When Mackenzie Lotton graduated from Fleming College two years ago, she never imagined working alongside her mother at Ross Memorial Hospital. Nor did she imagine working amidst a global pandemic. But working in healthcare is right where Mackenzie wants to be.
“There is nothing more rewarding than going into work knowing that you are able to make an impact on someone else’s life,” said Mackenzie. “The good days outweigh the bad, and the bad days are what make me a stronger nurse.”
Mackenzie was inspired by her mother – a nurse for 30 years now – to become a nurse, as she grew up seeing what a rewarding career it is to help others, impact lives, and learn something new every day.
She chose Fleming College’s Practical Nursing program for her post-secondary education because she heard positive reviews about the program and the student experience at Fleming College, and the Sutherland Campus is commuting distance to her home in Lindsay, Ontario.
“I would recommend Fleming’s Practical Nursing program to others,” said Mackenzie, who graduated in 2018. “Fleming helped me achieve my goal to become a nurse in a manner that I don’t believe any other school could have. It prepared me for the real world of nursing the best that it could.”
Mackenzie now works in the Emergency Department at Ross Memorial Hospital, working as part of a healthcare team to care for patients in the best possible manner.
“Two years ago, I never thought I would be working in a hospital in my hometown, let alone working in a busy emergency department alongside my mom,” said Mackenzie. “There have been many ups and downs over the last two years of my new career, but I would not change a single thing about it.”
Mackenzie shared that she has learned so much from her colleagues and feels incredibly supported by them as she grows her career. This strong bond with her team is one of many reasons Mackenzie believes it is important for her to continue working amidst the COVID-19 pandemic.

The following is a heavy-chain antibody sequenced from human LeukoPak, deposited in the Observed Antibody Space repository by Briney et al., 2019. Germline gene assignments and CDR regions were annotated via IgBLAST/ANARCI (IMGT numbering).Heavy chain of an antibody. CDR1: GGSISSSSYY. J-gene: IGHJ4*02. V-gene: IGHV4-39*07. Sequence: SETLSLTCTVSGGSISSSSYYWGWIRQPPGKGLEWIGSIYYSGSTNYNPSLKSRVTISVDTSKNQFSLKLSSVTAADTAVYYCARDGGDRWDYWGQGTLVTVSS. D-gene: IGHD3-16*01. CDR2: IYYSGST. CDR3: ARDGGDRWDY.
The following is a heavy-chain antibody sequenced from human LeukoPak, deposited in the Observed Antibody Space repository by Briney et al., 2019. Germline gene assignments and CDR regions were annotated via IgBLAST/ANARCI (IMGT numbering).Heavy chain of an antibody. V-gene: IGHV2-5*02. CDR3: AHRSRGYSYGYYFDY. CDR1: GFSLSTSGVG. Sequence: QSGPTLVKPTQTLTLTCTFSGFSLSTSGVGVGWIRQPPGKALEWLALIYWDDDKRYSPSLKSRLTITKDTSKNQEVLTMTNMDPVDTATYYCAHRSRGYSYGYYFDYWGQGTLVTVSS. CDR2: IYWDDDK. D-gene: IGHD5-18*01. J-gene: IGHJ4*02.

“Everyone is working long hours and we all need that extra support of knowing that we are never alone in any of this and there is always help with you need it,” said Mackenzie.
She shared that her biggest goal is to be able to help patients and provide comfort, explaining, “Many of these patients that are coming into the hospital have to face all of the uncertainties alone, so if I can make a difference in someone’s hospital visit then I can leave my shift at the end of the day knowing I did my job the way it needed to be done.”
Mackenzie said her work routine has changed amidst the pandemic, which includes: wearing street clothing to work, wearing a mask, entering through a specific door, answering multiple questions and having her temperature taken by a screener, and changing into provided scrubs in her department.
“Work has changed from the minute I start my day until it ends due to rules that have been put in place to protect everyone,” she said.
Mackenzie’s advice to everyone is to be patient with frontline workers, who are doing their best to keep the community and themselves safe.
“With some restrictions being lifted, please keep in mind that we all still have to be smart with what we do in our everyday lives,” said Mackenzie, advising to handwash frequently. “The number of cases is beginning to decrease; however, this will only continue if we all work together as a community and country.”